Nuffield Research Placement

Hello my name is Peter Ergisi, I currently study Mathematics, Further Mathematics, Physics and Computing at A Level. Nuffield Research Placements provided me with an opportunity to work along with the professional here at n-Coders, within four weeks of arrival I went from having no experience with STEM projects to creating a commercial product. Here is my story.

Week 1

The first week at n-Coders was my hardest; I had never been in a professional business environment before. Nonetheless, I felt at home almost immediately; the staff had an extremely warm welcome they treated me like a part of their growing family.

Jamie (Quality Assurance Manager) mentored me throughout my stay. Although, the other members of staff were always willing to improve my skill set and knowledge. Jamie made me realise aspects of STEM projects that I would have never thought of before.

The purpose of my project was to create an Automatic Number Plate Barrier system for the Innovation Center that I was working at with n-Coders. Initially, my first instinct was to jump straight in and start building. However, Jamie made it very clear that my approach just wouldn’t work. I would fail! Clearly he knew something that I didn’t. He went ahead and demonstrated how to create a specification for my project, it soon became apparent why. I found solutions to problems that I hadn’t even thought existed. Eventually, by the end of the week, the specification allowed me to create a complete plan for the upcoming week.

Week 2

Initially, I started exploring with an Arduino YUN board, a device that I have never used before. The first challenge I faced was providing power to the board, it seems the MicroUSB connector was damaged, which required me to connect a USB cable straight to the solder points on the board. Luckily, I was up and running within minutes of setting up the soldering station.

Here you can see that in two weeks I had an Ultrasonic Sensor working with an Arduino, all programmed in a whole new programming language to me (C). The sensor would illuminate an alternate LED when it detected an object is moving away from it, and vice versa.

However, I soon hit a roadblock; the Arduino YUN was great for ‘C’ based applications, but the limited Linux environment was an issue for me. The problematic Python instance determined that I wouldn’t be able to run the necessary application for the project, such as a Dropbox uploader script. To conclude the week, I had picked up some Arduino/C experience but ultimately had to switch over to the Raspberry Pi where I was more comfortable.

Additionally, along with my project work I was given the opportunity to execute real office work; I carried out some website testing, deciphered how to use a very confusing POS system and researched Pivotal Tracker solutions (Job tracking).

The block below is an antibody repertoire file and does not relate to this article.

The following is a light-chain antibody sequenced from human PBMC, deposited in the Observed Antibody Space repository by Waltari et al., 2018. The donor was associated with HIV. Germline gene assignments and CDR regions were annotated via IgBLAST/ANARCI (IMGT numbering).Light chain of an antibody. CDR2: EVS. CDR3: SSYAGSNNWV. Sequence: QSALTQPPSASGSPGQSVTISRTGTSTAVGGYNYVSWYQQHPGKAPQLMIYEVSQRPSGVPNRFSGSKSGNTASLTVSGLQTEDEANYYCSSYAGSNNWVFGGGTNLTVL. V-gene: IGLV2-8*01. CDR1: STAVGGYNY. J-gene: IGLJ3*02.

Week 3

This week was exciting, to a great extent. The hardware we ordered had arrived for me to tinker with (USB Webcam). My initial task was to get the Ultrasonic sensor working on the Raspberry Pi, which was more than easy enough. Next, I had the USB Webcam working with the Raspberry Pi. My goal was to take a picture when the Ultrasonic sensor reported a certain distance. After a couple of hours I had fabricated a Python script to: probe the Ultrasonic sensor, detect the distance to the nearest object, compare it to a set value (50cm), take an image if necessary, upload to Dropbox and delete the image.

Succeeding the hardware, it was best I got started designing an enclosure.

Week 4 Building

After designing and picking up the materials, I started the building process.

I took apart the USB Camera and removed the enclosure because it was unnecessary and bulky. I then connected the Raspberry Pi to USB power directly because the power input was on the side, which caused issues with the space available in my enclosure.

Next we cut the square tubing to the appropriate length and mounted it on a gutter stopper. The gutter stopper was a temporary solution to keeping the system up. On commercial applications, it would have a different base.

Next I measured the height of the number plate for all the cars in the car park and created an average. This allowed me to drill holes into the tubing and place the camera at the perfect capturing height for number plates.

However, I soon encountered a problem. I was unable to place my electronics into the tubing because the holes were extremely inaccessible from either end of the tube. I decided to create an access door on the back of the tube.

While creating the access door I also created two cut outs at the top of the tube, this would allow me to place LED’s and give the car user an indication of processing etc.

To finish the enclosure and build, I glued all the components into the enclosure and create an all in one system.

I then connected the system to the internet and started testing the device. When a person approached the sensors, the system took a picture, processed the image and gave an output for the number plate. All while also uploading to Dropbox, updating the web panel and providing a functioning database for cars.